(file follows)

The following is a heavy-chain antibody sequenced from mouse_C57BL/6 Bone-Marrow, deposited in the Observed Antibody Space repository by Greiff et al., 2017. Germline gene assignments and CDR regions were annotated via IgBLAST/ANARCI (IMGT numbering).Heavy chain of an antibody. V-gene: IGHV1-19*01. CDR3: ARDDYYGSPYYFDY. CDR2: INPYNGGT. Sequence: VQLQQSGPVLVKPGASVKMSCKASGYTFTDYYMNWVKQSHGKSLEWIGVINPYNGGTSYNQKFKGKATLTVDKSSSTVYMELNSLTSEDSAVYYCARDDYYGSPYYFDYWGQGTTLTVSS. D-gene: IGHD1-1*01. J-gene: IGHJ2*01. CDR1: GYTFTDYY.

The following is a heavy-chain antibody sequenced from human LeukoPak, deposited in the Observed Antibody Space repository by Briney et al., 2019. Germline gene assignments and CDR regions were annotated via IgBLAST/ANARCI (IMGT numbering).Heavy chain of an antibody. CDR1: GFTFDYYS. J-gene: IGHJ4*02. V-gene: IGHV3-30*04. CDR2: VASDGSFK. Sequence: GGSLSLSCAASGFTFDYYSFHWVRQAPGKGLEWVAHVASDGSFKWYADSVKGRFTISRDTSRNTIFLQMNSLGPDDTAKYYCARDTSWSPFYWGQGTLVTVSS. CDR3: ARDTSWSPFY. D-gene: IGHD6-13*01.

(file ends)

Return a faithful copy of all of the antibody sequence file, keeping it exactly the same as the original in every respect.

The following is a heavy-chain antibody sequenced from mouse_C57BL/6 Bone-Marrow, deposited in the Observed Antibody Space repository by Greiff et al., 2017. Germline gene assignments and CDR regions were annotated via IgBLAST/ANARCI (IMGT numbering).Heavy chain of an antibody. V-gene: IGHV1-19*01. CDR3: ARDDYYGSPYYFDY. CDR2: INPYNGGT. Sequence: VQLQQSGPVLVKPGASVKMSCKASGYTFTDYYMNWVKQSHGKSLEWIGVINPYNGGTSYNQKFKGKATLTVDKSSSTVYMELNSLTSEDSAVYYCARDDYYGSPYYFDYWGQGTTLTVSS. D-gene: IGHD1-1*01. J-gene: IGHJ2*01. CDR1: GYTFTDYY.

The following is a heavy-chain antibody sequenced from human LeukoPak, deposited in the Observed Antibody Space repository by Briney et al., 2019. Germline gene assignments and CDR regions were annotated via IgBLAST/ANARCI (IMGT numbering).Heavy chain of an antibody. CDR1: GFTFDYYS. J-gene: IGHJ4*02. V-gene: IGHV3-30*04. CDR2: VASDGSFK. Sequence: GGSLSLSCAASGFTFDYYSFHWVRQAPGKGLEWVAHVASDGSFKWYADSVKGRFTISRDTSRNTIFLQMNSLGPDDTAKYYCARDTSWSPFYWGQGTLVTVSS. CDR3: ARDTSWSPFY. D-gene: IGHD6-13*01.